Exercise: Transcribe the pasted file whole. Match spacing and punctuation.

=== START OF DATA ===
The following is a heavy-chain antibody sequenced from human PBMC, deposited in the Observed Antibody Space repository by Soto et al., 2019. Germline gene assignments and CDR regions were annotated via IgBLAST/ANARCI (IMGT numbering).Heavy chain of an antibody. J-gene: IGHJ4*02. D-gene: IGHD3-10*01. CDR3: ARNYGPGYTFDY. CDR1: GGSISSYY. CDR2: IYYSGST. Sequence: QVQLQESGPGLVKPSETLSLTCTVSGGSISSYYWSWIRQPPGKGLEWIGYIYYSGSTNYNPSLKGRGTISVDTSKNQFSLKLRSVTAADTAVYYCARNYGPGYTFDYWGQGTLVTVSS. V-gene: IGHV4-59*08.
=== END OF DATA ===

The following is a heavy-chain antibody sequenced from human PBMC, deposited in the Observed Antibody Space repository by Soto et al., 2019. Germline gene assignments and CDR regions were annotated via IgBLAST/ANARCI (IMGT numbering).Heavy chain of an antibody. J-gene: IGHJ4*02. D-gene: IGHD3-10*01. CDR3: ARNYGPGYTFDY. CDR1: GGSISSYY. CDR2: IYYSGST. Sequence: QVQLQESGPGLVKPSETLSLTCTVSGGSISSYYWSWIRQPPGKGLEWIGYIYYSGSTNYNPSLKGRGTISVDTSKNQFSLKLRSVTAADTAVYYCARNYGPGYTFDYWGQGTLVTVSS. V-gene: IGHV4-59*08.